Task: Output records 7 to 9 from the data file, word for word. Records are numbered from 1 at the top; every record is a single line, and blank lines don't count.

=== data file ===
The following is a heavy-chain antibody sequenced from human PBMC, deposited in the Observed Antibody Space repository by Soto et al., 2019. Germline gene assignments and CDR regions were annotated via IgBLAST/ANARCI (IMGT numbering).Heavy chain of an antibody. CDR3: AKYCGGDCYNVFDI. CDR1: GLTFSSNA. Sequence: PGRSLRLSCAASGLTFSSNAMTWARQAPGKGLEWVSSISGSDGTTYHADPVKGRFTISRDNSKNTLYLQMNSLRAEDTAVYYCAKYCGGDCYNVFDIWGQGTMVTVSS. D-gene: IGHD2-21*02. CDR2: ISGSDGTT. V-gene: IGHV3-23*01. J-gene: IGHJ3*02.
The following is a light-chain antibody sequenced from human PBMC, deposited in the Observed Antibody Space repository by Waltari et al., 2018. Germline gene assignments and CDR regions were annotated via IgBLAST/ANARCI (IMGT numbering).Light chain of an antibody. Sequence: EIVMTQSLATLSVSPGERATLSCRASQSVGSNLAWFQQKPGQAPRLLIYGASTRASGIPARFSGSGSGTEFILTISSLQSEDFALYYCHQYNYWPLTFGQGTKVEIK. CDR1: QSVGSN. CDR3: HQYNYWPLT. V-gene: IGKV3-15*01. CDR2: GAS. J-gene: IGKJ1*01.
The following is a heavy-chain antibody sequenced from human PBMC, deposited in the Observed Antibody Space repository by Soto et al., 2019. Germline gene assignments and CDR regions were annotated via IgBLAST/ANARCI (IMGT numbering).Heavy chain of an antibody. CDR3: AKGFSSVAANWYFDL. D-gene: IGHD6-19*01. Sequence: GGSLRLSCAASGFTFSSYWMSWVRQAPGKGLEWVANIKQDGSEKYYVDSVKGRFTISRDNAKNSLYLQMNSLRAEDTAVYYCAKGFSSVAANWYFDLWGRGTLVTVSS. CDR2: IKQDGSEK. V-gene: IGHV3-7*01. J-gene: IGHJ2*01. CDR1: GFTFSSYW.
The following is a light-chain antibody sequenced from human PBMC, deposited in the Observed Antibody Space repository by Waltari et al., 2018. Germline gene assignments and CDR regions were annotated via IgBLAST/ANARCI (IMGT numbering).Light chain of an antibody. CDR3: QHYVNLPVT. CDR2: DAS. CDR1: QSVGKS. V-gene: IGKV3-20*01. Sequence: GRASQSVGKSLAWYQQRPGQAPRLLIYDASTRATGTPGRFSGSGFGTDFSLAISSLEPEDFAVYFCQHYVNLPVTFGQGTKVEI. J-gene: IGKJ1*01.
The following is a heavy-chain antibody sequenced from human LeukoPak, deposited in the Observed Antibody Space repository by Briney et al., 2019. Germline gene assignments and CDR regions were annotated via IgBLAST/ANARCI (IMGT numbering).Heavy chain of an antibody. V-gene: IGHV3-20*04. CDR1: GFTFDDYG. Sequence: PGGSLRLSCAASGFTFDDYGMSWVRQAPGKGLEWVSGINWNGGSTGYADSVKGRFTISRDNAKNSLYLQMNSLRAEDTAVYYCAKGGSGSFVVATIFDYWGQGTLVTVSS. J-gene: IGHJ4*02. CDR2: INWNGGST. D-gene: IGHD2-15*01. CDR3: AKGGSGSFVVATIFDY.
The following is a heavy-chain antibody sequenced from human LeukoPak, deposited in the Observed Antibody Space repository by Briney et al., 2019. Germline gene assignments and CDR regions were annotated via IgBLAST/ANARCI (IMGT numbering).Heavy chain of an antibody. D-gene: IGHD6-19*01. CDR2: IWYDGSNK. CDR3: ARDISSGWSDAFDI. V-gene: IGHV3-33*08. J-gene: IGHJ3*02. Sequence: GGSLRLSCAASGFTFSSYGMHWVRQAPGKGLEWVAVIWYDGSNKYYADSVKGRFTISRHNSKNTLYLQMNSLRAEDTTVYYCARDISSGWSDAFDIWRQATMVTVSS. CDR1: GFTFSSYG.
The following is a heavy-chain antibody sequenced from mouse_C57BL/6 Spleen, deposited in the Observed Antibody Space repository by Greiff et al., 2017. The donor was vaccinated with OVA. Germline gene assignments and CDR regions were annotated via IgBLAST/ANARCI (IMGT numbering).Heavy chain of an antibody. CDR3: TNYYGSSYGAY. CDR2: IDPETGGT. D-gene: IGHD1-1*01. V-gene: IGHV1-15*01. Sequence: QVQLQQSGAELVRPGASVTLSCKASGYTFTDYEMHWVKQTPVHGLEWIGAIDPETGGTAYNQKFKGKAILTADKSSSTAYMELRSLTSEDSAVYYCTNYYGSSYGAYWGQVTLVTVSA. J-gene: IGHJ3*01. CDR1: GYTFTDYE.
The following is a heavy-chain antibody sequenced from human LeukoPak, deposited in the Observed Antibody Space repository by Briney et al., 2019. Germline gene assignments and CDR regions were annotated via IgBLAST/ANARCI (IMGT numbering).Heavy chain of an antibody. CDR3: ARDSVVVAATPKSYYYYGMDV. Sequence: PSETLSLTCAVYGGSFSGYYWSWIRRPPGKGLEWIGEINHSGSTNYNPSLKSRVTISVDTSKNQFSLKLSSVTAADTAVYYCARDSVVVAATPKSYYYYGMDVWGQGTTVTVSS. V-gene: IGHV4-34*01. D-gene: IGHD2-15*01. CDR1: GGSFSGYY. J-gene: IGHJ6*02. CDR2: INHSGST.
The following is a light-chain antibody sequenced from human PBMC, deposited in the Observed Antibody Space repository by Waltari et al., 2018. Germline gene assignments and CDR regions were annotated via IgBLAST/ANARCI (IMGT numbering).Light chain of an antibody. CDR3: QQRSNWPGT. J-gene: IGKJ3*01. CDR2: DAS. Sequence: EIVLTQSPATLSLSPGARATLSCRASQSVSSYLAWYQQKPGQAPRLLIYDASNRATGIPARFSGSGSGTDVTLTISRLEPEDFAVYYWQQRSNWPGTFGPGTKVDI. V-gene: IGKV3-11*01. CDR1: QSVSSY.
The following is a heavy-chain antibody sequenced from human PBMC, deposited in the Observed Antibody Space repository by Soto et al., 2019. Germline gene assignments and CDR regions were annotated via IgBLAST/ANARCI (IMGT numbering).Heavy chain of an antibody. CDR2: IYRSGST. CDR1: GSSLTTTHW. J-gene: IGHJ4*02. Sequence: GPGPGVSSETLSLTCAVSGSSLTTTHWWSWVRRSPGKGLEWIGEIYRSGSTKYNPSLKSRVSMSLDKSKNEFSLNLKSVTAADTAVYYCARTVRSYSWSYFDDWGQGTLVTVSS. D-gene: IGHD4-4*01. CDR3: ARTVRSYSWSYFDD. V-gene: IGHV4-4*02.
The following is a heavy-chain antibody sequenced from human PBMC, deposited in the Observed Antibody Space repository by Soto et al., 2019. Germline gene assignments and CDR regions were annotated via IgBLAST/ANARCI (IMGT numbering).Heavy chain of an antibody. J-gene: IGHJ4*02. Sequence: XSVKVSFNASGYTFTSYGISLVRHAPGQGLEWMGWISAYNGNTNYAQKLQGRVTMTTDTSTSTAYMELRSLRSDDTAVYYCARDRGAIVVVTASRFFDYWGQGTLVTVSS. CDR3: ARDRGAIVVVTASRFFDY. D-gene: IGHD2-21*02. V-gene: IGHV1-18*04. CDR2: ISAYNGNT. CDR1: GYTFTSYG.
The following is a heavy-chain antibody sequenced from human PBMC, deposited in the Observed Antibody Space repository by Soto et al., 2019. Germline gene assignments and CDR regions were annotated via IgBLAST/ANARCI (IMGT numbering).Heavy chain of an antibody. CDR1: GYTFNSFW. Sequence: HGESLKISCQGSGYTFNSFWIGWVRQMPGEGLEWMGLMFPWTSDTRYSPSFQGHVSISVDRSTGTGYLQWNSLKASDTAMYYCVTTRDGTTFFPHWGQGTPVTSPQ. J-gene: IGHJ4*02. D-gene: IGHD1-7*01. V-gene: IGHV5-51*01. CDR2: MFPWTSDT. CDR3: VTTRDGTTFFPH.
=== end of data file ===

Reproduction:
The following is a heavy-chain antibody sequenced from mouse_C57BL/6 Spleen, deposited in the Observed Antibody Space repository by Greiff et al., 2017. The donor was vaccinated with OVA. Germline gene assignments and CDR regions were annotated via IgBLAST/ANARCI (IMGT numbering).Heavy chain of an antibody. CDR3: TNYYGSSYGAY. CDR2: IDPETGGT. D-gene: IGHD1-1*01. V-gene: IGHV1-15*01. Sequence: QVQLQQSGAELVRPGASVTLSCKASGYTFTDYEMHWVKQTPVHGLEWIGAIDPETGGTAYNQKFKGKAILTADKSSSTAYMELRSLTSEDSAVYYCTNYYGSSYGAYWGQVTLVTVSA. J-gene: IGHJ3*01. CDR1: GYTFTDYE.
The following is a heavy-chain antibody sequenced from human LeukoPak, deposited in the Observed Antibody Space repository by Briney et al., 2019. Germline gene assignments and CDR regions were annotated via IgBLAST/ANARCI (IMGT numbering).Heavy chain of an antibody. CDR3: ARDSVVVAATPKSYYYYGMDV. Sequence: PSETLSLTCAVYGGSFSGYYWSWIRRPPGKGLEWIGEINHSGSTNYNPSLKSRVTISVDTSKNQFSLKLSSVTAADTAVYYCARDSVVVAATPKSYYYYGMDVWGQGTTVTVSS. V-gene: IGHV4-34*01. D-gene: IGHD2-15*01. CDR1: GGSFSGYY. J-gene: IGHJ6*02. CDR2: INHSGST.
The following is a light-chain antibody sequenced from human PBMC, deposited in the Observed Antibody Space repository by Waltari et al., 2018. Germline gene assignments and CDR regions were annotated via IgBLAST/ANARCI (IMGT numbering).Light chain of an antibody. CDR3: QQRSNWPGT. J-gene: IGKJ3*01. CDR2: DAS. Sequence: EIVLTQSPATLSLSPGARATLSCRASQSVSSYLAWYQQKPGQAPRLLIYDASNRATGIPARFSGSGSGTDVTLTISRLEPEDFAVYYWQQRSNWPGTFGPGTKVDI. V-gene: IGKV3-11*01. CDR1: QSVSSY.